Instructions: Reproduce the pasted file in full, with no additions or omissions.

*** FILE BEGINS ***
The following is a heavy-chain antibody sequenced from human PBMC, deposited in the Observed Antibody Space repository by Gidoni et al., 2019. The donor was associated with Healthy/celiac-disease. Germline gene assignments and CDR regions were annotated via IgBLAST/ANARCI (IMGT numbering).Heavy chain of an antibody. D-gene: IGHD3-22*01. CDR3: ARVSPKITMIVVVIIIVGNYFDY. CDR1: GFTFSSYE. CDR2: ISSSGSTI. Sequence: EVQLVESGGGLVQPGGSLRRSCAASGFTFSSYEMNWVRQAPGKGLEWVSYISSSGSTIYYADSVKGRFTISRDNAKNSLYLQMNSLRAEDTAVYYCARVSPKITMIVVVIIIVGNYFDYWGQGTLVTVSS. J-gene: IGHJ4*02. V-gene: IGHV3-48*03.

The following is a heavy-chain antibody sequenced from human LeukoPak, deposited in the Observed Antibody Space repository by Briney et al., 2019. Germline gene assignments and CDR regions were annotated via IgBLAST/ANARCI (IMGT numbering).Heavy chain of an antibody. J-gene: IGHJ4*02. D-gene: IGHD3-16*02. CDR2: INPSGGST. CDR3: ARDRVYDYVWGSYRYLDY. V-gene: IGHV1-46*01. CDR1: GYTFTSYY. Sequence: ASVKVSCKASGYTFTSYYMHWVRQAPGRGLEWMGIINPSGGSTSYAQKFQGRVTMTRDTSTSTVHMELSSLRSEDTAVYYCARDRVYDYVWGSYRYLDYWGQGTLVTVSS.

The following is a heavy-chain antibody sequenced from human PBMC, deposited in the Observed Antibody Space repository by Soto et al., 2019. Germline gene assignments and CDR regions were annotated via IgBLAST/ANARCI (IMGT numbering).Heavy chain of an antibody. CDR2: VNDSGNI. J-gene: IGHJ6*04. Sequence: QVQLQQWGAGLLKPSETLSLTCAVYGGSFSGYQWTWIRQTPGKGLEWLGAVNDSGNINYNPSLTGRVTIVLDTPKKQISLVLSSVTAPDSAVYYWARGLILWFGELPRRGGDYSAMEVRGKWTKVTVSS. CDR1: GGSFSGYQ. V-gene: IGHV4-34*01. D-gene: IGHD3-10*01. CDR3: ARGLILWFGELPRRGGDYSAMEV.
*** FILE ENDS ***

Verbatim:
The following is a heavy-chain antibody sequenced from human PBMC, deposited in the Observed Antibody Space repository by Gidoni et al., 2019. The donor was associated with Healthy/celiac-disease. Germline gene assignments and CDR regions were annotated via IgBLAST/ANARCI (IMGT numbering).Heavy chain of an antibody. D-gene: IGHD3-22*01. CDR3: ARVSPKITMIVVVIIIVGNYFDY. CDR1: GFTFSSYE. CDR2: ISSSGSTI. Sequence: EVQLVESGGGLVQPGGSLRRSCAASGFTFSSYEMNWVRQAPGKGLEWVSYISSSGSTIYYADSVKGRFTISRDNAKNSLYLQMNSLRAEDTAVYYCARVSPKITMIVVVIIIVGNYFDYWGQGTLVTVSS. J-gene: IGHJ4*02. V-gene: IGHV3-48*03.

The following is a heavy-chain antibody sequenced from human LeukoPak, deposited in the Observed Antibody Space repository by Briney et al., 2019. Germline gene assignments and CDR regions were annotated via IgBLAST/ANARCI (IMGT numbering).Heavy chain of an antibody. J-gene: IGHJ4*02. D-gene: IGHD3-16*02. CDR2: INPSGGST. CDR3: ARDRVYDYVWGSYRYLDY. V-gene: IGHV1-46*01. CDR1: GYTFTSYY. Sequence: ASVKVSCKASGYTFTSYYMHWVRQAPGRGLEWMGIINPSGGSTSYAQKFQGRVTMTRDTSTSTVHMELSSLRSEDTAVYYCARDRVYDYVWGSYRYLDYWGQGTLVTVSS.

The following is a heavy-chain antibody sequenced from human PBMC, deposited in the Observed Antibody Space repository by Soto et al., 2019. Germline gene assignments and CDR regions were annotated via IgBLAST/ANARCI (IMGT numbering).Heavy chain of an antibody. CDR2: VNDSGNI. J-gene: IGHJ6*04. Sequence: QVQLQQWGAGLLKPSETLSLTCAVYGGSFSGYQWTWIRQTPGKGLEWLGAVNDSGNINYNPSLTGRVTIVLDTPKKQISLVLSSVTAPDSAVYYWARGLILWFGELPRRGGDYSAMEVRGKWTKVTVSS. CDR1: GGSFSGYQ. V-gene: IGHV4-34*01. D-gene: IGHD3-10*01. CDR3: ARGLILWFGELPRRGGDYSAMEV.